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Anna Netrebko - Operatic Arias
Wolfgang Amadeus MOZART (1756-1791) Quandro avran fine omai... Padre, germani, addio! (Idomeneo) [7'23] Wolfgang Amadeus MOZART (1756-1791) Crudele?... Ah, no, mio bene!... Non, mi dir [6'37]
Hector BERLIOZ (1803-1869) Les belles fleurs!...Quand j'aurai votre age (Bevenuto Cellini) [7'44]
Jules MASSENET (1842 - 1912) Suis-je gentille ainsi?... Obéissons, quand leur voix appelle (Manon) [6'35]
Gaetano DONIZETTI (1797-1848) Ancor non glunse!.... Regnava nel silenzio (Lucia di Lammermoor) [12'42]
Vincenzo BELLINI (1801 - 1835) Care compagne.... Come per me sereno (Las Sonnambula) [7'44]
Charles GOUNOD (1818-1893) Les grands seigneurs... Ah! Je ris de me voir (Faust) [6'28]
Antonin DVORAK (1841-1904) Song to the Moon (Rusalka) [5'07]
Giacomo PUCCINI (1858-1924) Musette's Waltz (La Bohème) [2'39]
Anna Netrebko (soprano)
Vienna State Opera Chorus
Vienna Philharmonic Orchestra/Gianandrea Noseda
rec Sept 2003
DEUTSCHE GRAMMOPHON 474 240-2 [67:45]



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While opera is not my forte the voice is ... and here is a voice. Having seen Netrebko sing at a BBC Promenade Concert on 7 September 1996 with the Rotterdam Philharmonic under Gergiev, I was taken with this voice. On that occasion she sang Edison Denisov's superb orchestration of Mussorgsky's song cycle The Nursery and the audience were enthralled. It was simply magnificent, one of those rare musical experiences that one will never forget. The whole concert was excellent, something almost unique for a BBC Promenade Concert. There was Prokofiev's greatest symphony, number 6 in E flat minor (see the article on this site) and Debussy's La Mer.

I have to say at once that the sound on this DG disc is first rate but the glory is the voice.

It is a pure voice with a very secure intonation. It has a wide range of expression and, in the main, is unaffected. However, I do shudder at the ghastly portamenti at the end of arias and the fact that all singers do this in opera is really no excuse. From the very first phrase we are aware that we are in for something very special. Listen to the variety of tone and colour utterly in keeping with such texts as, "O God, what a conflict of shattering of warring emotions you war in my breast...." The music, particularly in the long recitative, is somewhat mediocre, although Noseda brings out some fascinating detail from the orchestra, but the singing is quite remarkable and totally persuasive.

The Mozart is strong and does not conform to the usual feeble effeminacy or lightness of performance. The top notes are thrilling and the closeness of the recording makes it very much alive. You are on the stage with the singer not twelve rows back in the stalls. The music is not outstanding but the voice is.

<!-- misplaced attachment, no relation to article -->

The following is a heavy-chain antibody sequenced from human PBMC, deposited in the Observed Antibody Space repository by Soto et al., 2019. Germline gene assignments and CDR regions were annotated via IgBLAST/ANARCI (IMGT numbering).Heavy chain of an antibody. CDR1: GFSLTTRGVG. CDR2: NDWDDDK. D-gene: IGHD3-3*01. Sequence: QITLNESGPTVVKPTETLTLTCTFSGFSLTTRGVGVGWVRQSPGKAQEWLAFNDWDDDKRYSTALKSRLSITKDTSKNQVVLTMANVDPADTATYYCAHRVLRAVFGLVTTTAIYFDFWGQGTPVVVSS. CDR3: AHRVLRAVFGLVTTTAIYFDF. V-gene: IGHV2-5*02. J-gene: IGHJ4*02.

Here Ilia wonders whether Idamante really loves her or Electra. But who on earth cares? This is Mozart with drama, sung not only by a very fine singer but a splendid actress as well. In the nicest sense of the word the performance is shattering.

We move on to Donna Anna lamenting being thought cruel to the one she loves. The singing has a controlled passion as she vows that she is true. She does not pile on the agony as some singers do. The quality of her voice is all that is required and even if you do not know what she is singing about the content is quite obvious. That is the proof of a great singer. As a great conductor once said, "the emotion has to be in the music first since no performer can bring out what is not there." However, he also said, "The sign of a bad performance is when they bring out emotions that are not there and accentuate it!"

The Berlioz excerpts are also impeccably sung but, again, the music is not outstanding

It is in Manon that the finest singing comes. It has already been superlative. How can it be better? I had to listen to it three times as it was so exciting, exhilarating and aided by the fact the music was the best so far on this disc. The disc would be worth its price for this six and a half minutes.

The Donizetti is prefaced by some pretty inept orchestral music in which the harp has an important role but the entry of the voice is a welcome relief. Here Elina Garanca sings the secondary role of Alice.

Vincenzo Bellini is an under-rated composer and what tenderness the singer brings to the role of Amina. She sings of her happiness which is shared by the villagers. The composer could have easily succumbed to writing exuberant banal music but thankfully he does not . After all, real happiness and joy is not swigging from a beer glass or being energetic or vigorous at a party. Real joy cannot be expressed adequately (if you really think about it) but Bellini does give us a burst of cheerfulness. The attention should be given to those thrilling tessituras. The closing bars are beyond excitement.

The role of Marguerite in Gounod's Faust is a sublime role. Here the recitative and Jewel Song are given heart-warming and unforgettable performances. It reveals another remarkable quality of Netrebko's voice. It sounds young and makes the usual problem of middle-aged opera singers with middle-age voices singing about young love, or even first love, more ridiculous. I shall never forget a 47 year old of 20 stone in weight singing Juliet. She was brilliant but the image was not.